Follow us on

Indian wedding rituals and their meaning

Indian wedding rituals and their meaning

What makes Indian weddings different from those of the other cultures?

It's the number of rituals and people involved.

It’s a fact. No matter which Indian state or culture you choose, no Indian wedding gets done in one day. Equal importance is given to literally all the wedding rituals as the actual wedding itself. Why? Because these rituals come with a deep meaning. When clicking fun filled Haldi pics with your girl gang, ever wondered why they smear Haldi all over the bride and groom? Or during your groovy Sangeet party nights, did you ask yourself what’s more to the night than dancing away in the name of celebration? 

Here are some of the different Indian wedding rituals and their meanings decoded

The wedding invitation or the lagna patrika

Did you know that there is a whole ceremony dedicated to just writing your wedding invitation? Yes printing out the cards and using various designs is fun but the actual authentic wedding invitation writing ceremony is performed with great focus. The pandit selects an auspicious time to sit down with the family members of both sides and selects what words to write and how to frame the wedding invite.

During this ceremony both sides of the family exchange tamboolas or plates filled with clothes, ornaments and fruits. This is to signify that now both families are uniting and will be sharing their ups and downs together. The couple also exchanges written vows to set it in paper, before God, that they are going to get married. Some cultures may perform this along with the engagement or have another ceremony for the engagement or ‘sadaai’.

The haldi or the pithi

Most of you already know of this ceremony. The story behind this is to prepare the bride and groom for their nuptials. The bride and groom are covered in turmeric paste. Do you know that all the family members, in chronology, take turns and apply haldi onto the bride and bride groom? It’s a form of them passing on the well wishes and playing a part in making the bride or groom get ready for their weddings. So when you glow on your D-day, you will know that all your family and friends literally have a hand in it. Turmeric is the generic product with which our ancestors used to bath. It is said to bring out the glow of your skin and obviously it has many medical and cosmetic effects. Hence, the ritual.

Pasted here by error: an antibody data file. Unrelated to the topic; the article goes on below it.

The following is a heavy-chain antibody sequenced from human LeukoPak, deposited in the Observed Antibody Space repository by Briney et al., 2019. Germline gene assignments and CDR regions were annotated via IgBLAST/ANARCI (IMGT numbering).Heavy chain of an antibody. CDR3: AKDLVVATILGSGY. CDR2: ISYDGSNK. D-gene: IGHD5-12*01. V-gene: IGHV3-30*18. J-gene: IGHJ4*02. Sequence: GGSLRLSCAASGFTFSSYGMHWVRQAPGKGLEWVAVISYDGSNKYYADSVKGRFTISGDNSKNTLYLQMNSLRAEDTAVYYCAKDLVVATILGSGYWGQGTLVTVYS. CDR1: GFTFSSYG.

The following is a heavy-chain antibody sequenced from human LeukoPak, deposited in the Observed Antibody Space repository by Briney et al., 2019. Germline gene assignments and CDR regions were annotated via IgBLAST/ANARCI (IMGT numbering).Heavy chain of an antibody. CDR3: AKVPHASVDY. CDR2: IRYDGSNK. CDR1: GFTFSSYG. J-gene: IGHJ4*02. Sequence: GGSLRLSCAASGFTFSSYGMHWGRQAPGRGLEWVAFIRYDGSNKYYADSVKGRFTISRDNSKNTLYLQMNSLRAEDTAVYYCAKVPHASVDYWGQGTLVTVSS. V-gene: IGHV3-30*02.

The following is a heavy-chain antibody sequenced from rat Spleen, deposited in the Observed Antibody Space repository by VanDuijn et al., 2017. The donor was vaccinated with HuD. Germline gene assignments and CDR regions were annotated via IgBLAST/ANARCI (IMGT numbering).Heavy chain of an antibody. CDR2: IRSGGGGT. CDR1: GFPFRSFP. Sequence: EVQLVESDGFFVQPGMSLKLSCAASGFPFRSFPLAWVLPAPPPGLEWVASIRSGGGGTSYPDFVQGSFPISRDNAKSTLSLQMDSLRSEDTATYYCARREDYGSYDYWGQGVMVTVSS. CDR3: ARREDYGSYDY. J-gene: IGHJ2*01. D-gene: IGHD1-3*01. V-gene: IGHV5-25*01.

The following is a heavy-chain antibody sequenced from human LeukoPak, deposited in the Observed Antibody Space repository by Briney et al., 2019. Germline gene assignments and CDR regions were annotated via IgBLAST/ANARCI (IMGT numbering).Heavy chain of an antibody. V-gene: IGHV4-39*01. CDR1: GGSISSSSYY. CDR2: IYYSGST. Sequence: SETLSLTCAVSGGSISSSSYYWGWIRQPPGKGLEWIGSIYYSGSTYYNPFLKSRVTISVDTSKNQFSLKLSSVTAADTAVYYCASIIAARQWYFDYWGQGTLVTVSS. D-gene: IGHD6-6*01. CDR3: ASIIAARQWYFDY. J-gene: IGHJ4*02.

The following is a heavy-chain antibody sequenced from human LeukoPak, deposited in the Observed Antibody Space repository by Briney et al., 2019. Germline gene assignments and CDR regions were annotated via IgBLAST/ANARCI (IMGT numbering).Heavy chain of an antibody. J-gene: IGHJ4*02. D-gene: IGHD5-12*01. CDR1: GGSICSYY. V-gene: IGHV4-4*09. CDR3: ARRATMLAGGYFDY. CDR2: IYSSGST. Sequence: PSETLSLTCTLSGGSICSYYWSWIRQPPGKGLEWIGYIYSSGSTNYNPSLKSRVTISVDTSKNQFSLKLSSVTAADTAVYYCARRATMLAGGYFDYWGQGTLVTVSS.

The mehendi

When a woman dresses up, it is said that the ones who gifted her the accessories play a huge part in her life. So when a bride gets the mehendi with her husband’s name on it, it is one way to let the world know who is the major person in her life now. There is also a sub ritual where the groom has to search for his name among the complex designs of mehendi. And it is said that if he finds it, he understands her love equally. Our Indians have evolved it into a fun ceremony with all the women of the marriage getting their hands full with mehendi and with the girls performing some graceful dance moves for the bride.


Weddings are joyous moments. So to celebrate the joy, both the brides and the groom’s families come together for a night filled with traditional dances, just letting loose and having fun. The Sanskrit word of Sangeet translates to singing together. Meaning when both the families of the wedding come together, everyone mingles , forgets their differences and just celebrates the bride and the bridegroom together. Traditional dances like garba performed on the Sangeet day are said to be a sort of calling for blessings for the couple.

Var Yaatra and tilak

The groom sets off his journey to his bride. Traditionally, our ancestors used to have a huge procession where the groom and the whole family used to travel to the brides place on horses and palanquins, marry the bride there and take her back to their place. The last ones might clarify as viddai (saying goodbye) and baaraat. When the groom comes and stands in front of the brides house, or in our case the function hall, the bride’s mother puts tilak on the groom’s forehead. It is a small yet meaningful ritual between the groom and his soon to be mother in law.

These are just some of the pre-wedding rituals. The actual wedding ceremony has a huge list of rituals starting from kanya aagaman (entry of the bride), kanya daan (giving away the bride), var maala (exchanging garlands), phere (7 steps), sindhoor and the mangalsutra. Post wedding rituals are also many in number. The bride walks away from her house sprinkling rice over her head to give her house one last prosperity and both the families come together once more in the ultimate viddai, where the bride’s parents put their daughter’s hands in that of the in laws and ask them to take care of her.

So yeah the Indian wedding is very extensive. It is also super fun and super versatile. No two states have the same rituals. Every state and every culture has its own meaningful rituals that will take up many more articles than just this one.

Related Posts
Leave a Reply

Your email address will not be published.Required fields are marked *